assumes being a limiting point of the possible positions of equilibrium. Moreover, the characteristics
of the special case assumed by the classical theory happen not to be those of the economic
society in which we actually live, with the result that its teaching is misleading and disastrous if
we attempt to apply it to the facts of experience. (p3)
Quite evident here is Keyness attempt to replicate with his general theory in
the sphere of social science the profound trans-formation that Einsteins general
relativity elaborated a full twenty years earlier between 1905 and 1917 -
operated on the Newtonian understanding of the universe that had prevailed in
the physical sciences from the middle of the seventeenth century. To be sure,
Keynes jumbles together here under the title of classical theory what are in fact
quite distinct economic theories, Classical Political Economy (Smith, Ricardo and
Marx) and Neo-classical Political Economy (Menger, Jevons and Walras) and he
does this all the better to emphasise the break with the past that he intends to
make just as did Einstein by going beyond the Classical physical science of
Newton as well as the Neo-classical or neo-empiricist one elaborated by Ernst
Mach.
My chief contention here is that it is impossible fully to understand the
revolutionary character of Keyness general theory without paying close
attention and com-prehending the undeniable parallels between his novel
understanding of society and Einsteins equally revolutionary redefnition of
the physical universe. The decisive diference between the theories of Keynes and
Einstein as against those of their Classical/Newtonian and Neo-
Classical/Machian counterparts is that these last remain profoundly
essentialist, that is to say, they interpret the world in terms of an objectively
true reality that is capable of being de-fned by means of com-prehensive
theories that link strictly and unequivocally scientifcally and truthfully the
objects of this reality to one another within the dimensions of space and time.
Both the Classical/Newtonian and Neo-classical/Machian theories of society and
of the physical world maintain, albeit with signifcant diferences, that it is
possible to com-prehend the cosmos coherently by assigning discrete ideas
to discrete things as well as to their mutual relations. This is known as the
ordo et connexio rerum et idearum whose truth is understood to be the adaequatio
rei et intellectus. The idea, the theory, is so strictly con-nected to the thing (the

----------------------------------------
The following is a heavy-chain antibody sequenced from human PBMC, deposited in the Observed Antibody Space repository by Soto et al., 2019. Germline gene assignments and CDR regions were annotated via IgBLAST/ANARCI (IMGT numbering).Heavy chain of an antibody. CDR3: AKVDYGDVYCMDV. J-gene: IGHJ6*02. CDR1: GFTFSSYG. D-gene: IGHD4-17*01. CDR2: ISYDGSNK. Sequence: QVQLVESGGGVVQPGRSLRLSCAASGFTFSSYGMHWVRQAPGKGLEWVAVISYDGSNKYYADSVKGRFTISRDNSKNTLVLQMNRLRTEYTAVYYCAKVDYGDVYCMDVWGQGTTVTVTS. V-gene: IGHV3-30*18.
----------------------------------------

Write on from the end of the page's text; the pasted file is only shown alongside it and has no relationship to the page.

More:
objective reality it describes), it is so adequate to or co-herent with this
reality, it ex-plains this reality so completely, that it is intellectually
indistinguishable from it, and therefore objectively true.
Circulus Vitiosus - Classical and Neoclassical Theories of
Vale
The Labor Theory of Value approaches the question of Value from the standpoint of the
reproductive needs of a society, and then regards the total value produced by a society as the
sum of the incomes of its various social classes dependent on their ownership of the various
factors of production. The theory therefore starts with the notion of social labor required for the
reproduction of the entire society, and not with the atomistic relationship between individual and
good which is what marginal utility does. The echange value of a good is determined by the
amount of labor it contains mediated by the labor contained in the means utili!ed for its
production. "ut the price is conditioned by the fact that the distribution of the aggregate surplus
value across different sectors of industry with varying rates of eploitation must be distributed
according to an equali!ed rate of profit across all branches of capitalist industry. #ar$et prices
differ therefore from echange values because it is the mar$et that determines finally what labor
time was socially necessary for the production of each good sold on the mar$et. The mar$et
provides the social osmosis of capital in that it determines the distribution of the aggregate
surplus value according to a rate of profit that is equal the total amount of capital invested.
The circuitousness of this theory of value is quite apparent because it describes labor time as
socially necessary when in fact its social necessity is still determined ultimately by mar$et
forces by supply and demand. %s "ohm&"awer$ properly ob'ected to #ar(s version of the
theory by far the most refined &, it is sheer metaphysics to insist that mar$et prices can merely
regulate the equali!ation of the different surplus values etracted in different sectors of
production as an aliquot return or profit for the aggregate amount of capital invested, but cannot
determine what is the socially necessary labor time on which surplus value is calculated) *n
other words, even in #ar(s version of the labor theory of value, it is still the mar$et that
determines ultimately what production is socially necessary and what is not, and therefore also